Air Commodore (R) Khalid Iqbal

With each passing day, post elections political landscape, at the national level, is becoming more and more predictable. It is now time to evolve a near consensus based national manifesto which post elections’ government should be able to pursue, irrespective of its composition. Hopefully, elections would be fair and credible; and the law and order situation would remain manageable during the electoral campaigns.

It is likely that around 60-70% of the outgoing parliamentarians would be able to make a comeback, thanks to their individual standing in respective constituencies. Party positions would alter, though not drastically. Hence, there would be continuity in the collective mindset and working culture of the upcoming parliament. Most likely, it would be another hung parliament, throwing up a shaky coalitions and a weak government. Keeping in view the post 18th Constitutional Amendment limits on the cabinet size, it would be difficult for the government to woo, glue and maintain the coalitions.  To stay in power, single majority party will have to walk a tight rope and make compromises. Therefore, any meaningful corrective reforms or even bold course corrections may not be possible in a single package format.

Yet, there would be ample political space to carryout incremental yet meaningful course corrections. Manifestoes launched by various political parties, promise a bright future and cover most of areas of public interest. Manifestoes of the major contesting political parties are quite similar in substance and only very symbolically and rhetorically. Indeed these resemble over-blown advertisements of a mediocre brand. Nevertheless, common ground in the manifestoes of major political parties provide adequate tactical spaces for a wide range of possibilities for coalition forming by agreeing on minimum common agenda for reform, development and forward movement. Parties aspiring to lead the post elections’ government should evolve a near consensus based national agenda in the context of global, regional and domestic scenarios; it is a difficult but not an impossible task.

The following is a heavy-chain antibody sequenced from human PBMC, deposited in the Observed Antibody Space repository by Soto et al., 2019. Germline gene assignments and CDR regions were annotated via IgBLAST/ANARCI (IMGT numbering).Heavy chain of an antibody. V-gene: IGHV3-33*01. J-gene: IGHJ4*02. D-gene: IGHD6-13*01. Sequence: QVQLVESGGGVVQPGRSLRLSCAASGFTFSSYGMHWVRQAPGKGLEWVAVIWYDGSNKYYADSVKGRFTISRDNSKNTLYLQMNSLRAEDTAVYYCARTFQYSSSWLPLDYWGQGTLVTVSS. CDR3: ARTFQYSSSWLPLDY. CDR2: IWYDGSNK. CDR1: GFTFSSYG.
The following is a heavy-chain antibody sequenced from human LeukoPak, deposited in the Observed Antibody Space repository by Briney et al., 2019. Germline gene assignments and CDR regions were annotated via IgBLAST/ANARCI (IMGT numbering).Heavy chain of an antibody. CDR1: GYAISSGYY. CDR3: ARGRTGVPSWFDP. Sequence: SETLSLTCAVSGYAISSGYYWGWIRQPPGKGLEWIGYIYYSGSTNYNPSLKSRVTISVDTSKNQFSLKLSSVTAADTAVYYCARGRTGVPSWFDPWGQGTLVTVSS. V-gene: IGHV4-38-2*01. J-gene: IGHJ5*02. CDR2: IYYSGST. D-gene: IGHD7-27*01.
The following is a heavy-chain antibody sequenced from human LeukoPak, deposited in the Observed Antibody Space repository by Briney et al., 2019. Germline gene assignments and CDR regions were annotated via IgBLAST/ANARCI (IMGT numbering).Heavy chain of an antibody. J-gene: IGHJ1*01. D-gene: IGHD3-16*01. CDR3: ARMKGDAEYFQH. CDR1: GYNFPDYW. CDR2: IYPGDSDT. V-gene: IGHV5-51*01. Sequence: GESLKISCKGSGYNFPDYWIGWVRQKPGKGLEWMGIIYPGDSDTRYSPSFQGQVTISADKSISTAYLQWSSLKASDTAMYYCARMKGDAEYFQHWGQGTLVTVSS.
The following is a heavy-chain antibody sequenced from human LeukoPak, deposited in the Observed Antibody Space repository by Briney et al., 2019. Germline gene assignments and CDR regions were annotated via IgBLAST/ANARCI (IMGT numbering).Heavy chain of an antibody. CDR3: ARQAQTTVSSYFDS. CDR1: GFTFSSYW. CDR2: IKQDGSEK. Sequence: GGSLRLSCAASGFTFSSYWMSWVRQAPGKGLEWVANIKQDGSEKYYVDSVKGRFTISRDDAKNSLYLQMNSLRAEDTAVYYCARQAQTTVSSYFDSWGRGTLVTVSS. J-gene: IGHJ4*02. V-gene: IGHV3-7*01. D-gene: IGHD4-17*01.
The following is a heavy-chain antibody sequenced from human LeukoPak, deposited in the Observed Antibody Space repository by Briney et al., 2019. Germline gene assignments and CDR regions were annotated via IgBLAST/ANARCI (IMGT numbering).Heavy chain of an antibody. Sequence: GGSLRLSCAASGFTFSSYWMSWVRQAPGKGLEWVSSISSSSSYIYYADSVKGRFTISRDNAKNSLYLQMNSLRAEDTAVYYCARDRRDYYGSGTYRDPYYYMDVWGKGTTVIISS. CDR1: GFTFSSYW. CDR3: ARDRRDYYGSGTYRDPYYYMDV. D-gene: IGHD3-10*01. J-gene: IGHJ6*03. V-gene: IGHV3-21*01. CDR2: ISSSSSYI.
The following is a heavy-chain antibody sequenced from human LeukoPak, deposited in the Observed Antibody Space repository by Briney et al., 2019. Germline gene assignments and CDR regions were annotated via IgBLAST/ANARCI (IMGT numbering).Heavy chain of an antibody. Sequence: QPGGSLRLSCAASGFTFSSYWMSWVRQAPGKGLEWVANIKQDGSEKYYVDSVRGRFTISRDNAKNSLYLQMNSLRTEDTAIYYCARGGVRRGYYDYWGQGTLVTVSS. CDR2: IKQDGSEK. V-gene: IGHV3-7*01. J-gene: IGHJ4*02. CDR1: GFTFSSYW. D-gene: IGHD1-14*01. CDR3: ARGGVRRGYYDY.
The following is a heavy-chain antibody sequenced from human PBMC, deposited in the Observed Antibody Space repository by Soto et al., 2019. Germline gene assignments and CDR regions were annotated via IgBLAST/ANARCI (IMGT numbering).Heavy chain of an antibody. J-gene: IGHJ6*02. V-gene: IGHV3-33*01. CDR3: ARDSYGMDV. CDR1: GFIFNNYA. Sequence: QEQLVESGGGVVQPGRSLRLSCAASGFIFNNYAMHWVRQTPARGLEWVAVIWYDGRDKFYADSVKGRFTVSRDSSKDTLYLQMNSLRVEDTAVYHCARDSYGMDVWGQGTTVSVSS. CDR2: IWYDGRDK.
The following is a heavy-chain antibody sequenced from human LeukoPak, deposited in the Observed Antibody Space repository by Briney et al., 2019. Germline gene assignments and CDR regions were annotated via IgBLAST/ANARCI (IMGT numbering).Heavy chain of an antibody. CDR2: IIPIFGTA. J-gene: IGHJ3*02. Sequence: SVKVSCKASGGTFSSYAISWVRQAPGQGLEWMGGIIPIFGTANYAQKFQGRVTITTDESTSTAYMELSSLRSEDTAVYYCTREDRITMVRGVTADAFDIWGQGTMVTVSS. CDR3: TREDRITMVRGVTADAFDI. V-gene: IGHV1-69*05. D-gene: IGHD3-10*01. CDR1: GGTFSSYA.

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Challenges facing the country are: war (on terror) fatigue, weak economy; disdainful law and order situation; poor governance; gross negligence in the areas of social security, Human Resource Development; low quality services etc. Contributing factors are: energy crisis; spill over effects of foreign occupation of Afghanistan; rampant financial corruption; dysfunctional lower judiciary, political appointments against professional slots etc.

Undoubtedly, terrorism is a threat, which has to be tackled in a prudent manner; focusing upon its causes and not merely its manifestations. It is indeed a political problem and there can be no military solution to a political problem. So called war on terror has exacted a huge toll on our nationhood, both in tangible and intangible ways. It has seriously eroded public confidence in the ruling classes. A large number of people think that their leadership is not making decisions on the basis of national interest. Pakistan needs to extricate itself from this unfortunate situation through a consensus based multidimensional strategy. It is a task easier said than done. Deterioration of law and order is directly related to our involvement in this futile and open ended war.

Extremely bad governance, wrought with corruption and compromises, in the name of continuity of democracy, have driven the country to an unenviable reputation. This has given rise to several crises having long-term implications like: erosion of our sovereignty, downslide in economic growth, unhealthy wrangling between state institutions, and haziness in our identity as a nation. There is a need for robust governance reforms covering domains like right sizing, transparency of information and merit based recruitment etc.